DOI: 10.1111/jpy.13423 ISSN: 0022-3646

Characterization of polyphosphate dynamics in the widespread freshwater diatom Achnanthidium minutissimum under varying phosphorus supplies

Adrien Lapointe, Mustafa Kocademir, Paavo Bergman, Imaiyan Chitra Ragupathy, Michael Laumann, Graham J. C. Underwood, Andreas Zumbusch, Dieter Spiteller, Peter G. Kroth
  • Plant Science
  • Aquatic Science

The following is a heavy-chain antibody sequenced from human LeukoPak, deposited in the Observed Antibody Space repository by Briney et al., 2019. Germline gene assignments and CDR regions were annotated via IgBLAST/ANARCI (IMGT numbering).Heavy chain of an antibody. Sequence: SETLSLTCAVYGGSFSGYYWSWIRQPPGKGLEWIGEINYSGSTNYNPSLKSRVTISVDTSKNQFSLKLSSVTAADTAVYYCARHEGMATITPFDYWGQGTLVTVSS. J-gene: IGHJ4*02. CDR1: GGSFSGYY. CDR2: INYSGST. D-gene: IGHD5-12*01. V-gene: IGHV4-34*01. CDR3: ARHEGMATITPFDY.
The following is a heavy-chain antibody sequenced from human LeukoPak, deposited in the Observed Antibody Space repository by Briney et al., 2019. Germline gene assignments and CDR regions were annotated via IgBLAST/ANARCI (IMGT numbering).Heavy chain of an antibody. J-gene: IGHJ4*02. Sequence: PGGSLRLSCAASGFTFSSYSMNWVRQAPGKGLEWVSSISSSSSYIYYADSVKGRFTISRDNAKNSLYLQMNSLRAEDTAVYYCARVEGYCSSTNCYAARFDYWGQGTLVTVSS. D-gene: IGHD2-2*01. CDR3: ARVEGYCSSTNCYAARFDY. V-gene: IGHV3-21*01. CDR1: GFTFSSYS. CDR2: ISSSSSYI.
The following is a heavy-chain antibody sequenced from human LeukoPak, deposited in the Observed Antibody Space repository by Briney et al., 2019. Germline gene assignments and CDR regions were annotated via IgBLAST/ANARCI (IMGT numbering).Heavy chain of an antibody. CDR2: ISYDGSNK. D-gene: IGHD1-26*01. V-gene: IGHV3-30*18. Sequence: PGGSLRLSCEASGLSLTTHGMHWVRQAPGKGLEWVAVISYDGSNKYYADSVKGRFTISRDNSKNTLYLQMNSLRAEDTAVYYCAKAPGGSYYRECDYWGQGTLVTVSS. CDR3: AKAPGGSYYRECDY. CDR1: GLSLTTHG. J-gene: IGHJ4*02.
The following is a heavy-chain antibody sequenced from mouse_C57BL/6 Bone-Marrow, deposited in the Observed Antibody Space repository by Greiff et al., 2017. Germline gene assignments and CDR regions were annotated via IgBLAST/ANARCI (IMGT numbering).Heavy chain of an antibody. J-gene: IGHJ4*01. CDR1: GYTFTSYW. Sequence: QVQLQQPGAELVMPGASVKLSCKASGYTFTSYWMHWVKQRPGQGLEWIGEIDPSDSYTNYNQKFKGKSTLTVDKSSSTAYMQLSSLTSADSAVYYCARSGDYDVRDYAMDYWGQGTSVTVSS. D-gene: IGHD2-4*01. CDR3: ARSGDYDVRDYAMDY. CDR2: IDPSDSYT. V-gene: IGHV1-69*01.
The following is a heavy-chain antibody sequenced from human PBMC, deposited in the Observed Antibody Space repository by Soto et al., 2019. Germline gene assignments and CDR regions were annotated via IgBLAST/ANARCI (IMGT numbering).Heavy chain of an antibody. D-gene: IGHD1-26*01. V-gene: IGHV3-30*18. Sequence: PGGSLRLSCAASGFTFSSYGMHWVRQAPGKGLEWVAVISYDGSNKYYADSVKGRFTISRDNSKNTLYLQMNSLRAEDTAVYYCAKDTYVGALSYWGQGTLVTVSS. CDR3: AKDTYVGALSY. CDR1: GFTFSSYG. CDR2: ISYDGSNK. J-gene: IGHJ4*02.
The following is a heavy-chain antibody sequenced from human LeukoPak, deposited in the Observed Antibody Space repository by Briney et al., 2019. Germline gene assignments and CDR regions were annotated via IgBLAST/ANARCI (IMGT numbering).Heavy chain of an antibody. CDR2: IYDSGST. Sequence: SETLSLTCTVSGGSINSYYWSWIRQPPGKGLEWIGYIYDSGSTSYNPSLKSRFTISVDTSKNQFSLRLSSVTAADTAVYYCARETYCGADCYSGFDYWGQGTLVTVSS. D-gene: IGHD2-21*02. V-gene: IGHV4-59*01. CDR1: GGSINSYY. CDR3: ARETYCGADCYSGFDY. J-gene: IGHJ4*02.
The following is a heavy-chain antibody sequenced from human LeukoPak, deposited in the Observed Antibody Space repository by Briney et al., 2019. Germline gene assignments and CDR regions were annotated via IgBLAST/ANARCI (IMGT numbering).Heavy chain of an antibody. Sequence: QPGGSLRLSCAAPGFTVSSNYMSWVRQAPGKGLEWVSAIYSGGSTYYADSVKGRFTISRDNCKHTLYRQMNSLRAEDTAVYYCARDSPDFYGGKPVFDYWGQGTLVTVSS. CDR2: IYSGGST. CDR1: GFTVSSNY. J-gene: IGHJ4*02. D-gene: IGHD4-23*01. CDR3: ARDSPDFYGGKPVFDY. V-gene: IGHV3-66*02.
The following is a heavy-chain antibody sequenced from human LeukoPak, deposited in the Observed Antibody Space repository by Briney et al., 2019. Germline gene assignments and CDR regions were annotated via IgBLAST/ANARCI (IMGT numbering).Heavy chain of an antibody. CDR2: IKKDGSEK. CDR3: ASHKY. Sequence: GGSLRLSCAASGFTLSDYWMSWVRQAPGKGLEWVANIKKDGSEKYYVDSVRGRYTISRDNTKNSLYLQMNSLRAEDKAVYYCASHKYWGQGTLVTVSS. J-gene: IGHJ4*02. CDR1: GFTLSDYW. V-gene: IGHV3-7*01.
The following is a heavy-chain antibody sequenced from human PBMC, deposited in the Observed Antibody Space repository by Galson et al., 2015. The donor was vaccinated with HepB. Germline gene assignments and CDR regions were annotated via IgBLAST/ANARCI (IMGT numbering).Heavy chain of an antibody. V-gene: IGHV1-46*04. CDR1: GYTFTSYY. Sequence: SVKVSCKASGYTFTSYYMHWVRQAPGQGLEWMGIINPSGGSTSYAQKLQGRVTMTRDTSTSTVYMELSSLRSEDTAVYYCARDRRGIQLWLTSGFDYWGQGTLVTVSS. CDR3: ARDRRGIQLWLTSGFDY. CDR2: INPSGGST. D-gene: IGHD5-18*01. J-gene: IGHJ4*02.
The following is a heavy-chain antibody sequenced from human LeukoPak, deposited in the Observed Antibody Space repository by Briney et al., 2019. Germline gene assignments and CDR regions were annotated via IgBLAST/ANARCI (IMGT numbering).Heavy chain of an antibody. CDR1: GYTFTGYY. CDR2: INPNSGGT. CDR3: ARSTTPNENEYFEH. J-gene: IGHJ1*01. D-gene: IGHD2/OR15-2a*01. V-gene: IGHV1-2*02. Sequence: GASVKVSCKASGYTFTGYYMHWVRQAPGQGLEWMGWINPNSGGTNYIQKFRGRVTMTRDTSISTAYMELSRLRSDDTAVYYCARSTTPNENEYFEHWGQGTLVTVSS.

Polyphosphates (polyP) are ubiquitous biomolecules that play a multitude of physiological roles in many cells. We have studied the presence and role of polyP in a unicellular alga, the freshwater diatom Achnanthidium minutissimum. This diatom stores up to 2.0 pg·cell−1 of polyP, with chain lengths ranging from 130 to 500 inorganic phosphate units (Pi). We applied energy dispersive X‐ray spectroscopy, Raman/fluorescence microscopy, and biochemical assays to localize and characterize the intracellular polyP granules that were present in large apical vacuoles. We investigated the fate of polyP in axenic A. minutissimum cells grown under phosphorus (P), replete (P(+)), or P deplete (P(−)) cultivation conditions and observed that in the absence of exogenous P, A. minutissimum rapidly utilizes their internal polyP reserves, maintaining their intrinsic growth rates for up to 8 days. PolyP‐depleted A. minutissimum cells rapidly took up exogenous P a few hours after Pi resupply and generated polyP three times faster than cells that were not initially subjected to P limitation. Accordingly, we propose that A. minutissimum deploys a succession of acclimation strategies regarding polyP dynamics where the production or consumption of polyP plays a central role in the homeostasis of the diatom.

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